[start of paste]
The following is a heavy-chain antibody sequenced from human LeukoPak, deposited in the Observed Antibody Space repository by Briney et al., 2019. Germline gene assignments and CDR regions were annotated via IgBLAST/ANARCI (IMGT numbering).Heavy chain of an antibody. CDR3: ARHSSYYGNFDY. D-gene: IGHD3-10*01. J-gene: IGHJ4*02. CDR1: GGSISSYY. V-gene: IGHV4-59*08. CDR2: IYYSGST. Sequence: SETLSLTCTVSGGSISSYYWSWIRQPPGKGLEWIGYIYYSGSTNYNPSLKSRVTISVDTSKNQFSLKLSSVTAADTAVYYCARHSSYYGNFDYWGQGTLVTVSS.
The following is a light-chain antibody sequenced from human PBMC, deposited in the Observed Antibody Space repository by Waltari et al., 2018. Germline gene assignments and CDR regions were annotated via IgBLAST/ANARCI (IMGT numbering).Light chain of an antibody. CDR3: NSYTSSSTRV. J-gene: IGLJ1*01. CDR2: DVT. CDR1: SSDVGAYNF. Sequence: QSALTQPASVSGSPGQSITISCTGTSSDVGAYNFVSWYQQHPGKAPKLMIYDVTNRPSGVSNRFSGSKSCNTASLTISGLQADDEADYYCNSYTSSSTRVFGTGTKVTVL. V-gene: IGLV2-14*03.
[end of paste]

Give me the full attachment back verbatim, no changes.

The following is a heavy-chain antibody sequenced from human LeukoPak, deposited in the Observed Antibody Space repository by Briney et al., 2019. Germline gene assignments and CDR regions were annotated via IgBLAST/ANARCI (IMGT numbering).Heavy chain of an antibody. CDR3: ARHSSYYGNFDY. D-gene: IGHD3-10*01. J-gene: IGHJ4*02. CDR1: GGSISSYY. V-gene: IGHV4-59*08. CDR2: IYYSGST. Sequence: SETLSLTCTVSGGSISSYYWSWIRQPPGKGLEWIGYIYYSGSTNYNPSLKSRVTISVDTSKNQFSLKLSSVTAADTAVYYCARHSSYYGNFDYWGQGTLVTVSS.
The following is a light-chain antibody sequenced from human PBMC, deposited in the Observed Antibody Space repository by Waltari et al., 2018. Germline gene assignments and CDR regions were annotated via IgBLAST/ANARCI (IMGT numbering).Light chain of an antibody. CDR3: NSYTSSSTRV. J-gene: IGLJ1*01. CDR2: DVT. CDR1: SSDVGAYNF. Sequence: QSALTQPASVSGSPGQSITISCTGTSSDVGAYNFVSWYQQHPGKAPKLMIYDVTNRPSGVSNRFSGSKSCNTASLTISGLQADDEADYYCNSYTSSSTRVFGTGTKVTVL. V-gene: IGLV2-14*03.